off, I'm not the typical person who recommends anime. Back in my younger
days, I used to watch a lot more anime (some old school favorites include Berserk, Initial D and Death Note).
last "modern" anime I really enjoyed (and couldn't get enough of)
was One Punch Man (patiently waiting for Season 2). In
general, I spend much more of my time trying to get better at fighting
games over watching TV or movies. However, as a
fighting game enthusiast for 30+ years,
I'm here to recommend to you an anime called Hi Score Girl.
Yeah, Guile just got
bodied.... and if you were ever a Guile main, you'll especially love this
When it's not busy being a
binge-worthy nostalgia trip, Hi Score Girl is something of a romantic comedy.
The snarky and sometimes rude Haruo Yaguchi
doesn't seem at all interested in girls (an excusable flaw for a 6th
until, of course, he gets bodied by Miss Ono in Street Fighter II.
Haruo clearly takes his fighting game skills seriously... so seeing his
bruised ego pushed to its limits after his losses (along with his
cockiness after winning) is
comedy gold. Haruo eventually comes around in some ways, but I guess
I won't spoil the love story part for you hopeless romantics.
Back to the games.... There are so many great references to small details of games and specific
characters (and I won't spoil all of them for those who haven't seen it), along
with the mention of iconic
release dates for "life-changing" consoles at the time (including a few
home consoles which were much more popular in Japan).
The show also provides us overseas fans
with a historical walkthrough of Japanese culture in the 90's (as a kid) and
its lucrative arcade scene. From the little "mom & pop
shop" arcades (with just a few sit-down cabinets), to the local
"hotspot" where all the hardcore fighting game players hang out, to the
overdone (and usually disappointing) theme park arcade... it's all very
what many of us experienced overseas with the rise of fighting games in
Among many of the
show's random funny things... one of the teachers is actually Lau from Virtua Fighter.
Time passes fairly quickly
in the show, with characters aging and new games being released... even
fighters such as Virtua Fighter 1 & 2, and my personal favorite, TEKKEN.
What the show gets very, very right is the "importance" the main
character puts on the new games and systems coming out in the near future. This struck a chord with me, as I could immediately relate to
Haruo's excitement when talking to
his friends about upcoming games (especially when those friends appear to
be much less informed). Going over to each other's houses
to play on consoles and experiencing games for the first time with friends
(because nobody can really afford to have all the systems by
were the days. Most kids of this new gaming generation will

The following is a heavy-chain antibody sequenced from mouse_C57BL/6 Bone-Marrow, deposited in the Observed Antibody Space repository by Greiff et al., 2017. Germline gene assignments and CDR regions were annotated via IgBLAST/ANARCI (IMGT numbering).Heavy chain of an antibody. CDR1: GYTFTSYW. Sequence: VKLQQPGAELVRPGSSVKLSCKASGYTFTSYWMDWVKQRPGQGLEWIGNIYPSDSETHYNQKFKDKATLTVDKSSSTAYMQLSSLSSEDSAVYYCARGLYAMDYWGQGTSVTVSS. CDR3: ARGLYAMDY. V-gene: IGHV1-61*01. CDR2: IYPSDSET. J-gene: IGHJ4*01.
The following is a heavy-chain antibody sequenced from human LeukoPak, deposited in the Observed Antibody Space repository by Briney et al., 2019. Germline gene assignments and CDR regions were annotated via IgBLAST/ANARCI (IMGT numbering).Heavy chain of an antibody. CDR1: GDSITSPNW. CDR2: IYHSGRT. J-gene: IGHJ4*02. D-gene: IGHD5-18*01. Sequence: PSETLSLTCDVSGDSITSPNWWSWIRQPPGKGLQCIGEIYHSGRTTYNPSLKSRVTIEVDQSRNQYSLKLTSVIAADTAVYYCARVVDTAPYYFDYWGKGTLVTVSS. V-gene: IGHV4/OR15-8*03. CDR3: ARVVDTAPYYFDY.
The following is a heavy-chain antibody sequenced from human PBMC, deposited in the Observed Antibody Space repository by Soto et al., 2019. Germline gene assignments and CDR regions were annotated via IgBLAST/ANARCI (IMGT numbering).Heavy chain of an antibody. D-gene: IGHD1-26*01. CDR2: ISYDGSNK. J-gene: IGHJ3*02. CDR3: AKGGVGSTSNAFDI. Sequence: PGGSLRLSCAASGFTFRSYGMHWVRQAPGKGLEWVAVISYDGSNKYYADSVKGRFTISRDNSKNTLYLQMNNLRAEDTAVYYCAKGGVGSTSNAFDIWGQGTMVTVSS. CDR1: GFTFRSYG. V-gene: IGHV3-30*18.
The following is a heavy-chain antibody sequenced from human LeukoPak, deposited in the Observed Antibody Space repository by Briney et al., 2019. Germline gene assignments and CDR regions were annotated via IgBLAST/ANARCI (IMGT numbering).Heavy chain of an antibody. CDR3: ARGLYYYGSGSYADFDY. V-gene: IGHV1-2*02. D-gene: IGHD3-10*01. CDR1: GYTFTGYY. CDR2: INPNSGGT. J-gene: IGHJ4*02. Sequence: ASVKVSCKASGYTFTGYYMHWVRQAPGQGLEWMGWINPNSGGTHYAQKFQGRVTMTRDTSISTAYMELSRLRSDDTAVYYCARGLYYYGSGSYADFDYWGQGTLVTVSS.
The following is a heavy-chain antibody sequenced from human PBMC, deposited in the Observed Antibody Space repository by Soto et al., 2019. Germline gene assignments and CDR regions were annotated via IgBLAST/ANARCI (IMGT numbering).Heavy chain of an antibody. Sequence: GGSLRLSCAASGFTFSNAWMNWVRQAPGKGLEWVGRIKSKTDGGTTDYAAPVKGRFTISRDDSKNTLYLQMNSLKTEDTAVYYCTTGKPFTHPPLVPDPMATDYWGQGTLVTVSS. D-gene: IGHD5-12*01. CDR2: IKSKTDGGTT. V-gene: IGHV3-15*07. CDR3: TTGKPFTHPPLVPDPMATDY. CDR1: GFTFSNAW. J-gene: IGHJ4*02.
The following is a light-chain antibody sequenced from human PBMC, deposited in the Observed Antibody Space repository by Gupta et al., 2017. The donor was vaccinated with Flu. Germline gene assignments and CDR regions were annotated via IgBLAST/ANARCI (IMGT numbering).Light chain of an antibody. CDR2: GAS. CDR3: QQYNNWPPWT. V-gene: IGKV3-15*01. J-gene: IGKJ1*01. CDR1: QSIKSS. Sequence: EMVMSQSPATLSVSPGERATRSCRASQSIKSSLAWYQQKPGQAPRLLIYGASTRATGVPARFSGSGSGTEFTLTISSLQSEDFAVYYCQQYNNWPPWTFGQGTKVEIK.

never know the struggle.
This screen speaks to
me... This was exactly me in '95/'96.
The anime's soundtrack is composed by the
Shimomura, known for her work on
iconic and timeless soundtracks such as Final Fight,
Street Fighter II: The World Warrior, and Kingdom Hearts. Besides the original
songs heard in the intro and outro (which is especially catchy), most of the score
(and sound effects) is
resemble music specifically from games like Street Fighter and Final
Fight. Needless to say, the audio
design of Hi Score Girl is pretty fantastic all around.
You never know when
and where Akuma will appear in Hi Score Girl. 天
There are even some clever cameos by
actual fighting game (and non-fighting game) characters in Hi
Score Girl. Many of the cameos are fighting game characters speaking directly to Haruo
in his head. (Again, I won't spoil this comedy gold.) For any kind of video game fan, of any age, Hi Score Girl is a must
watch for historical value alone. I for one can't wait for Season 2. What makes Hi
even more interesting and unique is the fact that it begins in '91, with the
characters aging at least 4-5 years throughout the first season.
That said, could you imagine a High Score Girl "Season 7" with characters fully grown
and still enjoying modern fighting games such as Ultra Street
Fighter IV or TEKKEN 7? This would be an authentic reflection
of a large part of the fighting game community (and really the only piece
of media that exists to reflect this lifelong passion of ours). It's
a pretty exciting prospect that Hi Score Girl
could continue for several more seasons, as we will get to vicariously experience the excitement of
future game releases along
with the main characters. That said, there's a ton of potential for this show
on many levels. And I must say... being an adult who still loves
playing fighting games after 20 or
30 years is actually a pretty special thing.
~Frank Joseph / TFG Webmaster
Hi Score Girl
was clearly made by fighting game fans... for fighting game
fans. A must-watch!
You can watch the entire first season (12 episodes) of Hi Score Girl on
Netflix and Crunchy Roll. Three "sequel" episodes 13-15
are planned for release on Netflix and as an OVA in March 2019. Below is
an official trailer for the upcoming episodes.